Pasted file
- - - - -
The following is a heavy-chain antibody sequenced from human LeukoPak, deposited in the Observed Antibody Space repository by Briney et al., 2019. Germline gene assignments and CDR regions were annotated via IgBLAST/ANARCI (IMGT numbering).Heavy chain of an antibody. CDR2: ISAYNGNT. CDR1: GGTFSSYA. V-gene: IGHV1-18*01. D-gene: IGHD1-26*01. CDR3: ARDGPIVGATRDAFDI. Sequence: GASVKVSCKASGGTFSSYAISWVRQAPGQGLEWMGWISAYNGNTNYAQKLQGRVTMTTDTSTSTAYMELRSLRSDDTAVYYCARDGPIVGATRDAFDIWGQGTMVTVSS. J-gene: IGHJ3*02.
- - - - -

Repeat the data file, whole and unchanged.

The following is a heavy-chain antibody sequenced from human LeukoPak, deposited in the Observed Antibody Space repository by Briney et al., 2019. Germline gene assignments and CDR regions were annotated via IgBLAST/ANARCI (IMGT numbering).Heavy chain of an antibody. CDR2: ISAYNGNT. CDR1: GGTFSSYA. V-gene: IGHV1-18*01. D-gene: IGHD1-26*01. CDR3: ARDGPIVGATRDAFDI. Sequence: GASVKVSCKASGGTFSSYAISWVRQAPGQGLEWMGWISAYNGNTNYAQKLQGRVTMTTDTSTSTAYMELRSLRSDDTAVYYCARDGPIVGATRDAFDIWGQGTMVTVSS. J-gene: IGHJ3*02.